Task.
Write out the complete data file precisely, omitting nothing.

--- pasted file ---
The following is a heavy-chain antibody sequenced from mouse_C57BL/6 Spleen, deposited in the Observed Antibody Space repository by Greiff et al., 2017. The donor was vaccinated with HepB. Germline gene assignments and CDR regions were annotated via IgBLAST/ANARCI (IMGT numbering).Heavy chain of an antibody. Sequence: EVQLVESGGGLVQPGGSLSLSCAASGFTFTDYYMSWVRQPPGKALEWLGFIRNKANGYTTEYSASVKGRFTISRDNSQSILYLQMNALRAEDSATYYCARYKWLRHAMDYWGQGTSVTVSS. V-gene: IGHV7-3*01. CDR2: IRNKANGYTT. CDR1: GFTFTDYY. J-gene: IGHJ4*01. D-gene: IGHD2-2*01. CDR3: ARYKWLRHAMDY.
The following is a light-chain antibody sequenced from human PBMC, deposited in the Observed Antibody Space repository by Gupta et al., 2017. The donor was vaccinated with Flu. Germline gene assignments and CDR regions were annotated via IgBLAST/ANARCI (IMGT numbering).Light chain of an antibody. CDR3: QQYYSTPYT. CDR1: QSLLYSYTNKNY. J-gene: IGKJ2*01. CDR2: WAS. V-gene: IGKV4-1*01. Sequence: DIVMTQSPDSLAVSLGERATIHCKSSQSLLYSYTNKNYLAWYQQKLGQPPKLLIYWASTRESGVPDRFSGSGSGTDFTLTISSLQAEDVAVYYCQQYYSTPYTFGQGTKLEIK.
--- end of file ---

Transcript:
The following is a heavy-chain antibody sequenced from mouse_C57BL/6 Spleen, deposited in the Observed Antibody Space repository by Greiff et al., 2017. The donor was vaccinated with HepB. Germline gene assignments and CDR regions were annotated via IgBLAST/ANARCI (IMGT numbering).Heavy chain of an antibody. Sequence: EVQLVESGGGLVQPGGSLSLSCAASGFTFTDYYMSWVRQPPGKALEWLGFIRNKANGYTTEYSASVKGRFTISRDNSQSILYLQMNALRAEDSATYYCARYKWLRHAMDYWGQGTSVTVSS. V-gene: IGHV7-3*01. CDR2: IRNKANGYTT. CDR1: GFTFTDYY. J-gene: IGHJ4*01. D-gene: IGHD2-2*01. CDR3: ARYKWLRHAMDY.
The following is a light-chain antibody sequenced from human PBMC, deposited in the Observed Antibody Space repository by Gupta et al., 2017. The donor was vaccinated with Flu. Germline gene assignments and CDR regions were annotated via IgBLAST/ANARCI (IMGT numbering).Light chain of an antibody. CDR3: QQYYSTPYT. CDR1: QSLLYSYTNKNY. J-gene: IGKJ2*01. CDR2: WAS. V-gene: IGKV4-1*01. Sequence: DIVMTQSPDSLAVSLGERATIHCKSSQSLLYSYTNKNYLAWYQQKLGQPPKLLIYWASTRESGVPDRFSGSGSGTDFTLTISSLQAEDVAVYYCQQYYSTPYTFGQGTKLEIK.